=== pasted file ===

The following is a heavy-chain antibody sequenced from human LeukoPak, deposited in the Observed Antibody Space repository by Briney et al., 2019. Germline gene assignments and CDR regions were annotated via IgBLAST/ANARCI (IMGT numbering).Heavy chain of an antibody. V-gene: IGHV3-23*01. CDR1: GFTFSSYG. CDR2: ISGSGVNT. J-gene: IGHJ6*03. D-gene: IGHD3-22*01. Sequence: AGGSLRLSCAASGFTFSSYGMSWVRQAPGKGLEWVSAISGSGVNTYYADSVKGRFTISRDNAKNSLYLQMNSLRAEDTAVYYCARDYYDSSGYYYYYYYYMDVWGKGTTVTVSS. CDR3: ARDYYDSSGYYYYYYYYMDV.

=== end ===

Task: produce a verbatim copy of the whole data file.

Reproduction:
The following is a heavy-chain antibody sequenced from human LeukoPak, deposited in the Observed Antibody Space repository by Briney et al., 2019. Germline gene assignments and CDR regions were annotated via IgBLAST/ANARCI (IMGT numbering).Heavy chain of an antibody. V-gene: IGHV3-23*01. CDR1: GFTFSSYG. CDR2: ISGSGVNT. J-gene: IGHJ6*03. D-gene: IGHD3-22*01. Sequence: AGGSLRLSCAASGFTFSSYGMSWVRQAPGKGLEWVSAISGSGVNTYYADSVKGRFTISRDNAKNSLYLQMNSLRAEDTAVYYCARDYYDSSGYYYYYYYYMDVWGKGTTVTVSS. CDR3: ARDYYDSSGYYYYYYYYMDV.